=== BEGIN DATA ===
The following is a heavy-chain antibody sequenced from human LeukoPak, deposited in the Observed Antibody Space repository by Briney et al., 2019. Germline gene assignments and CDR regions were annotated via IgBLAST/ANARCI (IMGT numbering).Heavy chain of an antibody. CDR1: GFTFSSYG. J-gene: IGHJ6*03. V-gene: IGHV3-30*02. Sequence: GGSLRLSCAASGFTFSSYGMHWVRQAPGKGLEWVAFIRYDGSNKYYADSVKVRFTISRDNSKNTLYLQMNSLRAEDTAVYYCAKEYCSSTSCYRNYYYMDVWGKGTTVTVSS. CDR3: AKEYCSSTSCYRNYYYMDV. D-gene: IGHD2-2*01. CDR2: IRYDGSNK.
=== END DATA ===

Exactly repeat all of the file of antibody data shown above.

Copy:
The following is a heavy-chain antibody sequenced from human LeukoPak, deposited in the Observed Antibody Space repository by Briney et al., 2019. Germline gene assignments and CDR regions were annotated via IgBLAST/ANARCI (IMGT numbering).Heavy chain of an antibody. CDR1: GFTFSSYG. J-gene: IGHJ6*03. V-gene: IGHV3-30*02. Sequence: GGSLRLSCAASGFTFSSYGMHWVRQAPGKGLEWVAFIRYDGSNKYYADSVKVRFTISRDNSKNTLYLQMNSLRAEDTAVYYCAKEYCSSTSCYRNYYYMDVWGKGTTVTVSS. CDR3: AKEYCSSTSCYRNYYYMDV. D-gene: IGHD2-2*01. CDR2: IRYDGSNK.